We need to protect our streams


I remember as a kid the best part of our family reunion was catching “crawdads” with my cousins in the creek. I didn’t know it at the time, but crayfish were an indicator of the quality of water in that small creek.

I was more worried about whether I was going to get pinched or not.

The proper name for a crayfish is a macroinvertebrate; an insect that does not have a back bone but can be seen with the naked eye. I recently spent an afternoon with seventh-graders doing a stream quality assessment (or stream monitoring) of a local river.

Some of the macroinvertebrates or “bugs” we caught were caddisflies, stoneflies, water pennies, gilled snails, crayfish and aquatic worms.

When we tallied our assessment sheet at the end of our lesson, our stream was in the “Excellent” range.

This allowed me to discuss with the students that the drainage area around the stream is called a watershed and the actions of the land users directly influence the quality of water close to home; then further downstream.

By taking care of the land using best management practices such as no-till cropping, planting cover crops, using fertilizer and pesticides only where needed and as weather permits, fencing animals out of the stream, and developing a manure nutrient management plan and following it, we can prevent nonpoint source pollution in our local streams.


Cattle using the stream as a water source or being in the stream to cool off are a source of nonpoint source pollution. Fencing livestock out of the stream keeps them from trampling banks, destroying vegetation, and stirring up sediment in the streambed.

Not to mention waste deposited by the animals as they stand in the stream.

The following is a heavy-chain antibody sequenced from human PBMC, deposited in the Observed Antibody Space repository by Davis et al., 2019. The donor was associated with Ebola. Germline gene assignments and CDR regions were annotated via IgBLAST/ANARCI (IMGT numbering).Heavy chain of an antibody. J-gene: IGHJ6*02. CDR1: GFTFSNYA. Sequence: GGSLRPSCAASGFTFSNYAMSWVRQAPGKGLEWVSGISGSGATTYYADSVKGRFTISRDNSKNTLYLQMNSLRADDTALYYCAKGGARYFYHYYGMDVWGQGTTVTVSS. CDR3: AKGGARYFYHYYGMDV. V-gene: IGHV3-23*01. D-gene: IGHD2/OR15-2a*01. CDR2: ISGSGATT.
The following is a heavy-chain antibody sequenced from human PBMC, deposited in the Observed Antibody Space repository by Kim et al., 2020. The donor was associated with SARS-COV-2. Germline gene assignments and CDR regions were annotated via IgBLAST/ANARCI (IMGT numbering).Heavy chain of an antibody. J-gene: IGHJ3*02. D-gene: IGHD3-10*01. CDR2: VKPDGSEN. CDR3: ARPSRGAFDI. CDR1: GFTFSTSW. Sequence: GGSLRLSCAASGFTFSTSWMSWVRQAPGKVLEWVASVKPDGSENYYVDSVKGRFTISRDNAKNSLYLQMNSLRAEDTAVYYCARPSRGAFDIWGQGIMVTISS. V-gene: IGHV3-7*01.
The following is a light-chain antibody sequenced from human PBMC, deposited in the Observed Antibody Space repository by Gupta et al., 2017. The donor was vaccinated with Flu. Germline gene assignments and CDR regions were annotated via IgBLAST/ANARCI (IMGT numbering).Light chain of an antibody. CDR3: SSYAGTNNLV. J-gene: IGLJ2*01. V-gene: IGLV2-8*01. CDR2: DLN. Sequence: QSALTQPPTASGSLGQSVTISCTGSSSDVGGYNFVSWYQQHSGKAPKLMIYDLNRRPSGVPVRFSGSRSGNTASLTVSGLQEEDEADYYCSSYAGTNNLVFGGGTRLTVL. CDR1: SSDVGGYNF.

Fencing is the first step, but planning for livestock water is also important.

Collecting and conveying water from seeps and wet spots to a stock tank serves two purposes; a clean source of water is available for drinking while drying up those muddy areas.

It may also be necessary to build fenced stream crossings for livestock movement. Where it is not feasible to fence stream banks due to frequent out-of-bank flow and flooding, there are options such as fencing one side only, installing electric high tensile wire on 30-foot spacing, or piping clean water to strategically located stock tanks.

Nonpoint source pollution is discharged over a wide land area and not from one specific location. Nonpoint source pollution is contamination that occurs when rainwater or snowmelt washes off plowed fields, city streets, or suburban backyards.

As this runoff moves across the land surface, it picks up soil particles and pollutants such as nutrients and pesticides.

Contact your local soil and water conservation district to see how they can help you protect the creeks, streams, and rivers in your community. And if you have a group that would like to learn more about stream monitoring, they can help you with that also.

As a favorite quote of mine says, “Take care of the Earth, and she will take care of you.”


Up-to-date agriculture news in your inbox!

Previous articleMost times grandma's ways work just fine
Next articleVacation with us...Campbell
Raised on a grain farm in Morrow County, Deb Bigelow is the program administrator for the Coshocton Soil and Water Conservation District. She can be reached at debbigelow@coshoctoncounty.net.


Leave a Reply to Duane Wood Cancel reply

We are glad you have chosen to leave a comment. Please keep in mind that comments are moderated according to our comment policy.

Receive emails as this discussion progresses.